Jesus’ suffering is special because he suffered on our behalf, in our place. We sinners are too selfish to do anything like that, and our blameworthy, guilty suffering would do no one else any good. We can’t even do ourselves any good by sorrowing or grieving. “The sorrow of the world produces death.” (2 Cor 7:10 NKJV) “Worldly grief produces death.” (2 Cor 7:10 ESV)
We sinners are too proud to confess and repent. The humility of Jesus is that he confessed and repented for us without himself deserving condemnation. Then he presented his confession and repentance to the Father, and the Father credited us with these merits of Christ. Christ doesn’t keep even these merits for himself, but gives his suffering life away, as a ransom for the world.


  1. A study long ago I found this interesting about childbirth. (NASB) “Will greatly multiply your pain in childbirth” or (NIV) “I will make your pains in childbearing very severe;” (KJV) “I will greatly multiply thy sorrow and thy conception; (ESV) “I will surely multiply your pain in childbearing;” and (NAB) "I will intensify the pangs of your childbearing;”

    While I like your definition of the state of affairs before the fall, beauteous, could the question still be asked, “Would woman have had some labor pains if she would have experienced the birth process prior to the fall”? While it is somewhat a moot point, since the scriptures are silent concerning any birth of a child prior to Cain, it begs an explanation to your point, To Eve, He Said, In pain you shall bring forth children. Gn 3:16)

    Maybe the answer lies in a definition of pain, as used in your context or maybe the conclusion that woman would not have suffered any pain in child birth prior to the fall. Your thoughts.

  2. While I have not given a lot of thought to that question as applied to the statement made to Eve, because I am a farmer, I have often thought of the parallel question for the statement made to Adam. Were there no weeds such as kochia, Canada thistle, pigeon grass (aka green foxtail), or leafy spurge prior to the Fall. Or did those species exist, but they had not turned noxious, just as Adam and Eve existed in a holy state, and had not yet turned sinful. With those questions on my mind, I would like to think that, as I read Scripture, if a text answered any of those questions, I would have noticed, but it often happens that I read right past an answer to something and don't recognize it until later. So far as I know, however, no text of Scripture answers the questions either for the statement made to Adam or the statement made to Eve. So, as curious as I am about it, I have refrained so far from drawing any conclusions.

  3. That’s fair enough, however in passing; I believe that if any question could be answered it would be yours. Because I’m a city dweller maybe my thought process is faulty when it comes to “things of the mind”. Your question could be explained, at least partially, from a scientific standpoint where mine is merely speculation with no possible solution. If there were fossil records that predated the birth of man, which I believe, and evidence shows the markings of thistles and weeds in those fossils that would at least answer the question of “weeds” prior to the fall. Might not be able to answer your second question dealing with their toxicity, but you get further to a solution than I do. Maybe I need to move to the country and ponder these things more closely. Had a friend who got his doctorate and returned to the family farm to help out. I thought it was a waste of education; he said it gave him something to think about while he was on the tractor all day. Farmers 1, City Dwellers 0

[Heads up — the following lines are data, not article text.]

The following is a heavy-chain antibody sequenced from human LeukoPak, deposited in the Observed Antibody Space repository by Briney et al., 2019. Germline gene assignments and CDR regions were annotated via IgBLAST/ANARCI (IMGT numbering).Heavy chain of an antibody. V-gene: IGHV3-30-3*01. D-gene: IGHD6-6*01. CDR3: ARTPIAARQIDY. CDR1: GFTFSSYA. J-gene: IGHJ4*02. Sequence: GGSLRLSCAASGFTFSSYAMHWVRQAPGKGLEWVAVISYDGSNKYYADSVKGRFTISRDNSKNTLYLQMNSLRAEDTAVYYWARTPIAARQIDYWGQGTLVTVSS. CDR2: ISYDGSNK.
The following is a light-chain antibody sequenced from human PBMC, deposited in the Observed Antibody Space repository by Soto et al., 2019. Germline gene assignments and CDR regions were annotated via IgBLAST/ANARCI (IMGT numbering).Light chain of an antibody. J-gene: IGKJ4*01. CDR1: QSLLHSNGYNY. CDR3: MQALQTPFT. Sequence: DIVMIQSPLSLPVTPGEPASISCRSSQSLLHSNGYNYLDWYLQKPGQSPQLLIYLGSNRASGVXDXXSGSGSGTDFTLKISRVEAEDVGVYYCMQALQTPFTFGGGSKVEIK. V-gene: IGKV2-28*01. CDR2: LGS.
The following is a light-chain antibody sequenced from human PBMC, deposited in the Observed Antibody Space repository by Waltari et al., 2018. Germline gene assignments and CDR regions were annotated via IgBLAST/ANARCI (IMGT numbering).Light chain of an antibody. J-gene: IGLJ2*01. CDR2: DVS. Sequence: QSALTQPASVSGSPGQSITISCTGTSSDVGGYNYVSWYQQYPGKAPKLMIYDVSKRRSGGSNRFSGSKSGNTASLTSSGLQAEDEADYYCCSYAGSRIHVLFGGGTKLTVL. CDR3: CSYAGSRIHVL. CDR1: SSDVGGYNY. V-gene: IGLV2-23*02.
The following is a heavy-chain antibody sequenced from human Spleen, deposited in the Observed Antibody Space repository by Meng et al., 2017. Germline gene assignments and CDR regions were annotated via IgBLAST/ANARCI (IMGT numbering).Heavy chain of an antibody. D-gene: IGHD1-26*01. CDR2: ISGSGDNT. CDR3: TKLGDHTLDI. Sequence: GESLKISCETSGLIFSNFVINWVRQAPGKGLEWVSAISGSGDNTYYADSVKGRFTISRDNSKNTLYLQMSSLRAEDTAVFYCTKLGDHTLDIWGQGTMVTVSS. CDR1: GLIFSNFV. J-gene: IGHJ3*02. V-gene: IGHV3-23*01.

4. A painless Paradise? It is interesting that several of the translations of God's pronouncement of consequences to the newly fallen Eve, as listed above, seemingly refer to an intensification or multiplication of something or other.

    In a sense, the man of the Garden gives "birth" to the woman, albeit through means of a divine surgical intervention.

    But what do we find? The procedure entails Adam's submission to a "deep sleep." We must bow to God's silence, as to its anesthetic necessity (if any).

  5. Thank you, Doctor, for your comment. I appreciate its substance not only for the aspect of linguistics but for the aspect of medical science.

    Both you and Aurelius have commented on multiplication or intensificaton. So I have done some looking into the question linguistically.

    I have some of Luther's lectures on Genesis. Although he does not go down in history as a linguist, he did translate the Bible into German, and even his opponents allow that linguistically his work was creditable and workmanlike. So, not reading Hebrew myself, and having Luther's work, it's a place I can go.

    He says, on v. 3:16, "Moreover, the word [Hebrew omitted because I don't have the font here] appears here; it denotes a quantity which is both extensive and varied. This means that Eve's sorrows, which she would not have had if she had not fallen into sin, are to be great, numerous, and also of various kinds."

    All by itself, that of course does not conclude the question, but it gives me something to start with. I will need to consult additional sources.

    If you come across something and have the time to share it, would you please post here what you find? Thank you.

    May the Lord bless you this Ash Wednesday.